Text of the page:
There’s a lot of tricks that filmmakers use to ease the audience into the tone they want to establish. A moody soundtrack may give us the impression of a deeply sad picture.
A quickly-cut sequence of events creates the pacing of an exciting film with an exhilarating energy. But there’s another aspect to consider that immediately tells our brain what kind of film we’re in for and that’s color.
Color creates a certain mood that can be either subtle or striking. One of most notable clever uses of color can be seen in the cinema classic “The Wizard of Oz”. For the first few scenes that take place in Kansas, Dorothy’s farm home is portrayed in a sepia tone.
It’s an off variation of the familiar black-and-white format that is given a dirty and dusty look. We get the sense of a midwest farmland that feels somber, further focusing on Dorothy’s plight. But when her house is caught in a twister, she ends up in the land of Oz and the color changes. Oz is portrayed with vividly bright colors of the eye-popping Technicolor innovations that heavily contrast with the sepia tone.
That film came out in 1939, however, and took a lot of creative staging to create these colorful effects. Consider the moment where Dorothy first opens the door to reveal the color world of Oz. If that scene were shot today, it would most likely have a compositing effect to separate the sepia tone from the Technicolor.
However, since such technology did not exist, the filmmakers favored a stand-in for Dorothy wearing a sepia dress inside a sepia-painted farm home. So all the sepia effects you see with the first reveal of Oz is just the Technicolor effect with sepia colors to fool the eye.
Altering color for film to create different effects mostly relied on lighting as colored movies became more common. Sometimes that color would be explicit to create an immediate mood. You can see this aspect of terror best illustrated with the abundance of red in horror movies. No horror movie has more red to its color palette than 1976’s “Carrie”. When the unfortunate teenager becomes saturated in pigs blood for a cruel prank, she is coated in a deep red.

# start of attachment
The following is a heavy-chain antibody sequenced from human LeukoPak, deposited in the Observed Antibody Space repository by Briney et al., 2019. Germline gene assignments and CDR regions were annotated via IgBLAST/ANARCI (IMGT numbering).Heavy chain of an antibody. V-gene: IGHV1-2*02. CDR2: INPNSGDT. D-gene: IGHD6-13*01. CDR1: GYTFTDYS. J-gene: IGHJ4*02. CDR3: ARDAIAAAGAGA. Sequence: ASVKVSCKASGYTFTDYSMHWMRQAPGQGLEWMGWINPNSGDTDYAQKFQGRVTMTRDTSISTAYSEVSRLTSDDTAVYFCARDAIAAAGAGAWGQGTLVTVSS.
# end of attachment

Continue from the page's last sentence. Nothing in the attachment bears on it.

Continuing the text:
The lighting then changes to a more vibrant red as her psychic powers unleash hell on the prom. It’s such an effective way to create a grisly sense of intensity and remains one of the best colors to push into the horror genre, whether it’s for the blood that is spilled or the ominous lighting of a situation. Just take a look at a handful of horror movie posters and screenshots and you’re bound to see a whole lot of red.
Color can also tell us a lot about the sensations of a scene. Take a look at the warm colors of oranges, yellows, and reds in 2001’s “Amélie”, a tender and nostalgic drama. There’s a dreamlike and welcoming quality for such a portrayal, giving the impression of a warm summer day or a cozy evening by the fire.
You can sense the warm colors in every scene, even when the sky seems to be clear. We’re wooed into this world and its tone by the very colors presented. This type of color is ideal not just for sweet drama but comedy as well, considering that Amélie has an equal mixture of both.